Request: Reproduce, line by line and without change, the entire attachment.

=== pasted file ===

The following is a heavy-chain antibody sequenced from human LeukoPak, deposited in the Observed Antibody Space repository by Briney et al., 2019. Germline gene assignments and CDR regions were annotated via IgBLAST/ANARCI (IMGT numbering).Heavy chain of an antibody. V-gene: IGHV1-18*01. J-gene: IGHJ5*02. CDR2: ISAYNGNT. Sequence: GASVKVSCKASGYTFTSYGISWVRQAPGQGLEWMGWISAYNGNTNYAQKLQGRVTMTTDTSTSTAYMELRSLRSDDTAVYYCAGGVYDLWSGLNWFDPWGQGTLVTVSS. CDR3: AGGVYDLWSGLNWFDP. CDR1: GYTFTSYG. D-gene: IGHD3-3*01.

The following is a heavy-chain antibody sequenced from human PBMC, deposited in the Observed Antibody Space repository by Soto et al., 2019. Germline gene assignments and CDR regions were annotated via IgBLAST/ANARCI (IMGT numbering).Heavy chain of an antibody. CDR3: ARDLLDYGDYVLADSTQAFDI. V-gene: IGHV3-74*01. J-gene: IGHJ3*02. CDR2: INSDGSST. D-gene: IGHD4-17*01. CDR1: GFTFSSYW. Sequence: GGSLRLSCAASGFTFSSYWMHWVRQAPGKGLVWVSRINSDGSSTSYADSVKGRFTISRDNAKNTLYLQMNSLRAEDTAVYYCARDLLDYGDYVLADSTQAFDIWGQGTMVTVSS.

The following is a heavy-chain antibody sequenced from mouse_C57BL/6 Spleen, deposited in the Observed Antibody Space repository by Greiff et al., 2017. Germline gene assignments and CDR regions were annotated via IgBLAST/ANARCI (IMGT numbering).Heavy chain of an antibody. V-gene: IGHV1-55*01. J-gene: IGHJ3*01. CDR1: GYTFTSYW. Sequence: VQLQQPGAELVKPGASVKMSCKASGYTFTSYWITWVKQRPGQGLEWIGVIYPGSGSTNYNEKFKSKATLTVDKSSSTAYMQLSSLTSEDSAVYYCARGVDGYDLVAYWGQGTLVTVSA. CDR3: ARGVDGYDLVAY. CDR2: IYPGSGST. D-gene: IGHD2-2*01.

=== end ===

The following is a heavy-chain antibody sequenced from human LeukoPak, deposited in the Observed Antibody Space repository by Briney et al., 2019. Germline gene assignments and CDR regions were annotated via IgBLAST/ANARCI (IMGT numbering).Heavy chain of an antibody. V-gene: IGHV1-18*01. J-gene: IGHJ5*02. CDR2: ISAYNGNT. Sequence: GASVKVSCKASGYTFTSYGISWVRQAPGQGLEWMGWISAYNGNTNYAQKLQGRVTMTTDTSTSTAYMELRSLRSDDTAVYYCAGGVYDLWSGLNWFDPWGQGTLVTVSS. CDR3: AGGVYDLWSGLNWFDP. CDR1: GYTFTSYG. D-gene: IGHD3-3*01.

The following is a heavy-chain antibody sequenced from human PBMC, deposited in the Observed Antibody Space repository by Soto et al., 2019. Germline gene assignments and CDR regions were annotated via IgBLAST/ANARCI (IMGT numbering).Heavy chain of an antibody. CDR3: ARDLLDYGDYVLADSTQAFDI. V-gene: IGHV3-74*01. J-gene: IGHJ3*02. CDR2: INSDGSST. D-gene: IGHD4-17*01. CDR1: GFTFSSYW. Sequence: GGSLRLSCAASGFTFSSYWMHWVRQAPGKGLVWVSRINSDGSSTSYADSVKGRFTISRDNAKNTLYLQMNSLRAEDTAVYYCARDLLDYGDYVLADSTQAFDIWGQGTMVTVSS.

The following is a heavy-chain antibody sequenced from mouse_C57BL/6 Spleen, deposited in the Observed Antibody Space repository by Greiff et al., 2017. Germline gene assignments and CDR regions were annotated via IgBLAST/ANARCI (IMGT numbering).Heavy chain of an antibody. V-gene: IGHV1-55*01. J-gene: IGHJ3*01. CDR1: GYTFTSYW. Sequence: VQLQQPGAELVKPGASVKMSCKASGYTFTSYWITWVKQRPGQGLEWIGVIYPGSGSTNYNEKFKSKATLTVDKSSSTAYMQLSSLTSEDSAVYYCARGVDGYDLVAYWGQGTLVTVSA. CDR3: ARGVDGYDLVAY. CDR2: IYPGSGST. D-gene: IGHD2-2*01.